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Main article: "First inauguration of George Washington

The inaugural ceremony took place in the open gallery of the old City Hall (afterwards called "Federal Hall) on "Wall Street, New York City, in the presence of a vast multitude. Washington was dressed in a suit of dark brown cloth and white silk stockings, all of American manufacture. His hair was powdered and dressed in the fashion of the day, clubbed and ribboned.

The oath of office was first administered by "Robert R. Livingston. The open Bible on which the President laid his hand was held on a rich crimson velvet cushion by "Samuel Otis, Secretary of the Senate. With them were "John Adams, who had been chosen Vice President; "George Clinton, first Governor of New York; Philip Schuyler, "John Jay, Maj. Gen. "Henry Knox, "Jacob Morton (Master of St. John's Lodge who had retrieved the Lodge Bible when they discovered none had been provided), and other distinguished guests.

Without reliable contemporary accounts, the most common account (as demonstrated by the "HBO miniseries "John Adams) of the event is after taking his Oath, he kissed the Bible reverently, closed his eyes and in an attitude of devotion said: "So help me God," though this claim is disputed. Livingston then exclaimed, "It is done!" and turning to the people he shouted, "Long live George Washington, President of the United States!", a shout that was echoed and re-echoed by the multitude present.

However, there is currently debate as to whether or not he added the phrase "So help me God" to his oath. The only contemporaneous account of Washington's oath is from French consul Comte de Moustier who reported the constitutional oath with no mention of "So help me God".[3] The earliest known source indicating Washington did add "So help me God" is attributed to "Washington Irving, aged six at the time of the inauguration, and first appears 60 years after the event.[4]

At the conclusion, Washington and the others went in procession to "St. Paul's Chapel, and there they invoked the blessing of God upon the new government.

Other inaugurations and appearances[edit]

The Bible has since been used for the inaugurations of "Warren G. Harding, "Dwight D. Eisenhower, "Jimmy Carter, and "George H. W. Bush (whose 1989 inauguration was in the bicentennial year of Washington's). The Bible was also intended to be used for the "inauguration of George W. Bush, but inclement weather didn't allow it. However, the Bible was present in the "Capitol Building in the care of three "freemasons of "St. John's Lodge, in case the weather got better.[5] Because of its fragility the Bible is no longer opened during meetings of St. John's Lodge.[6]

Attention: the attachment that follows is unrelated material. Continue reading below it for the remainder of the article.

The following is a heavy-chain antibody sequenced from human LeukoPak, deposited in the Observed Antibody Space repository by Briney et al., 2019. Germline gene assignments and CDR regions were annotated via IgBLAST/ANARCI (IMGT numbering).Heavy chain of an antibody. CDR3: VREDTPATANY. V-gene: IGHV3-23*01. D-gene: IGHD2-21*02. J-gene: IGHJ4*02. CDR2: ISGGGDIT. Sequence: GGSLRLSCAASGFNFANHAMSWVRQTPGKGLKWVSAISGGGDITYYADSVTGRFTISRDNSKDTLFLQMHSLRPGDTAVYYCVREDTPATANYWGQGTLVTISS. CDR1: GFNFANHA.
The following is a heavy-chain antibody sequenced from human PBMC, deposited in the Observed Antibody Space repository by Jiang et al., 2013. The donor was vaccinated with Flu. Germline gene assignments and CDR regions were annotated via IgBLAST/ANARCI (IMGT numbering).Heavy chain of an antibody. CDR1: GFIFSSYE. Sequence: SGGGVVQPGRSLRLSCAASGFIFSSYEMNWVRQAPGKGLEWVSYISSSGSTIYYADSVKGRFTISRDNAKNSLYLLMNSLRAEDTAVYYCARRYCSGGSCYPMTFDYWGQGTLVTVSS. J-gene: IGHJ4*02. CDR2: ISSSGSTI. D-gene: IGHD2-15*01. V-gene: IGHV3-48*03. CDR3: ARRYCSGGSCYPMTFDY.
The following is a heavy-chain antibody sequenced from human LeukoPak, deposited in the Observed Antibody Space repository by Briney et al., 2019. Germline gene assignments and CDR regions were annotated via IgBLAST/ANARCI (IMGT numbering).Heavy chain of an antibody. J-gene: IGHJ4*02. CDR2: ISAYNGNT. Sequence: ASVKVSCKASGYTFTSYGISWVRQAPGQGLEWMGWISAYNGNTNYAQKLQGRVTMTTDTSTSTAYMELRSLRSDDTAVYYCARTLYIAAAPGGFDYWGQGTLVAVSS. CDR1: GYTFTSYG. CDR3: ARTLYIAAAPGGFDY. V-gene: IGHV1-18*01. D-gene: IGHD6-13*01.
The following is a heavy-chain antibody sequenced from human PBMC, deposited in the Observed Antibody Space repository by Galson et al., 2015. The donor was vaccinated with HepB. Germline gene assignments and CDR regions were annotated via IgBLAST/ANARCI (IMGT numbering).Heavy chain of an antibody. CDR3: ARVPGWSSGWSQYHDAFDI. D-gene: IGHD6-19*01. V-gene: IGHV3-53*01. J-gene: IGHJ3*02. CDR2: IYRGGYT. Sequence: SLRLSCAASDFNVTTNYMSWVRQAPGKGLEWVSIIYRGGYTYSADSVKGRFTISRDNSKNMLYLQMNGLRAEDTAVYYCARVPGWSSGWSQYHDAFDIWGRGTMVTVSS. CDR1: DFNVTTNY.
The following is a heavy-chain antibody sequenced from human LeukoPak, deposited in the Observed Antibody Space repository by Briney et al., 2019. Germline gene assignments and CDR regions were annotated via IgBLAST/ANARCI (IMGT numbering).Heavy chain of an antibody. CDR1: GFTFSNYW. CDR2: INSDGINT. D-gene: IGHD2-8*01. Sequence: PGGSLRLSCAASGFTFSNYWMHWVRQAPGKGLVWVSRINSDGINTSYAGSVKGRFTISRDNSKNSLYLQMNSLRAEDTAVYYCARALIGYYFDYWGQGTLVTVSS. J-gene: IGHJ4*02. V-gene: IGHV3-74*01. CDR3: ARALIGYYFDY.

In addition to its duties, the Bible has been used in the funeral processions of Presidents Washington and "Abraham Lincoln. The Bible has also been used at the center-stone laying of the U.S. Capitol, the addition of the "Washington Monument, the centennials of the cornerstone laying of the "White House, U.S. Capitol, and the "Statue of Liberty, the "1964 World's Fair as well as the launching of the aircraft carrier "George Washington.[7]

St. John's Lodge No. 1 Foundation, Inc.[edit]

In 2009, the Lodge formed a registered public charity for the purpose of preserving, maintaining and restoring the George Washington Inaugural Bible. In 2014, the St. John's Lodge No. 1 Foundation, Inc. received recognition as an IRS 501(c)3. www.washingtonbible.org

See also[edit]

References[edit]

  1. ^ Ceresi, Frank and McMains, Carol National Treasures - The George Washington Inaugural Bible Archived May 28, 2005, at the "Wayback Machine.
  2. ^ St. John's Lodge No. 1 George Washington Inaugural Bible information
  3. ^ dispatch of June 5, 1789
  4. ^ Griswold, Rufus W (1855). The Republican court, or, American society in the days of Washington. New York: D. Appleton and Company. pp. 141–142. 
  5. ^ St. John's Lodge website
  6. ^ Discussion with Worshipful Master of St. John's Lodge 18 February 2009
  7. ^ St. John's Lodge website

External links[edit]

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